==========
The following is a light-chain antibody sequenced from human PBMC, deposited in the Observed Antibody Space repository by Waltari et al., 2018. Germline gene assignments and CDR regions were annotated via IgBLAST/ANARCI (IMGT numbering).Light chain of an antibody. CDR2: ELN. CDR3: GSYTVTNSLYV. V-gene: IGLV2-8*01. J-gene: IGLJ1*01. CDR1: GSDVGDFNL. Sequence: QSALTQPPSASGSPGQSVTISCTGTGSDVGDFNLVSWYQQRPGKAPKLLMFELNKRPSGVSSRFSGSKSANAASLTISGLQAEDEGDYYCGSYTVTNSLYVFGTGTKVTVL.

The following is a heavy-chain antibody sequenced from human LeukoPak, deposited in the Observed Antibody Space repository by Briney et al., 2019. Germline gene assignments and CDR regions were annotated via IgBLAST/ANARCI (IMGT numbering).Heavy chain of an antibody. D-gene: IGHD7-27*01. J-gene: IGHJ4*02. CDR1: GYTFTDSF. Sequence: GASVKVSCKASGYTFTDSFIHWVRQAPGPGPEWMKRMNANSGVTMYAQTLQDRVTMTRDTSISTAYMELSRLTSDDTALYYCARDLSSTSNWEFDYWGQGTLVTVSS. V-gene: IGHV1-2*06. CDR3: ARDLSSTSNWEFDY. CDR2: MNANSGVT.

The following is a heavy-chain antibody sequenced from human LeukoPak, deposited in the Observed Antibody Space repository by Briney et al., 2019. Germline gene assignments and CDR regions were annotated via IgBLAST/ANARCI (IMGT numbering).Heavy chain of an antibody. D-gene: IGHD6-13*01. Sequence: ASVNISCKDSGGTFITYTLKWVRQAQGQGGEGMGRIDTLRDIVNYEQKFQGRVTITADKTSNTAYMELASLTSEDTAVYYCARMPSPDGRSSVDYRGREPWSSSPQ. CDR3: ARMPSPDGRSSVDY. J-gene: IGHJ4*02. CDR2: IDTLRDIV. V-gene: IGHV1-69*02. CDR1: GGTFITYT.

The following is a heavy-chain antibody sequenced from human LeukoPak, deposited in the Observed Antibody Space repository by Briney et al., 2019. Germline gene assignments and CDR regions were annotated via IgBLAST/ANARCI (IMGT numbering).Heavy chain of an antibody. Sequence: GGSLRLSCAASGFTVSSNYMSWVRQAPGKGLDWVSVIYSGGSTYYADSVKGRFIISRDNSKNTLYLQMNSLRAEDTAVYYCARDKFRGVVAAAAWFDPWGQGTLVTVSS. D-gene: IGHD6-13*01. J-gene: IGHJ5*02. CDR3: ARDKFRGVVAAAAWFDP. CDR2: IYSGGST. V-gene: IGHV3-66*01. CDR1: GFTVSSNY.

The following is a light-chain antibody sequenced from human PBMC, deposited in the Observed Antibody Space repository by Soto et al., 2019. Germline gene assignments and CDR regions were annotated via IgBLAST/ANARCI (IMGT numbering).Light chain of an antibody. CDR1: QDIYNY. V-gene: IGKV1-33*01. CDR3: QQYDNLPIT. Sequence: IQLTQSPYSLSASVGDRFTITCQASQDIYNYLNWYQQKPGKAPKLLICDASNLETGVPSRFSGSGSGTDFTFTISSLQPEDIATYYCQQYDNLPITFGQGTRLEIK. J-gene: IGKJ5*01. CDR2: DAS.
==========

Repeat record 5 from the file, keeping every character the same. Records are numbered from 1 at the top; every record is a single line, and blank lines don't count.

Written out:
The following is a light-chain antibody sequenced from human PBMC, deposited in the Observed Antibody Space repository by Soto et al., 2019. Germline gene assignments and CDR regions were annotated via IgBLAST/ANARCI (IMGT numbering).Light chain of an antibody. CDR1: QDIYNY. V-gene: IGKV1-33*01. CDR3: QQYDNLPIT. Sequence: IQLTQSPYSLSASVGDRFTITCQASQDIYNYLNWYQQKPGKAPKLLICDASNLETGVPSRFSGSGSGTDFTFTISSLQPEDIATYYCQQYDNLPITFGQGTRLEIK. J-gene: IGKJ5*01. CDR2: DAS.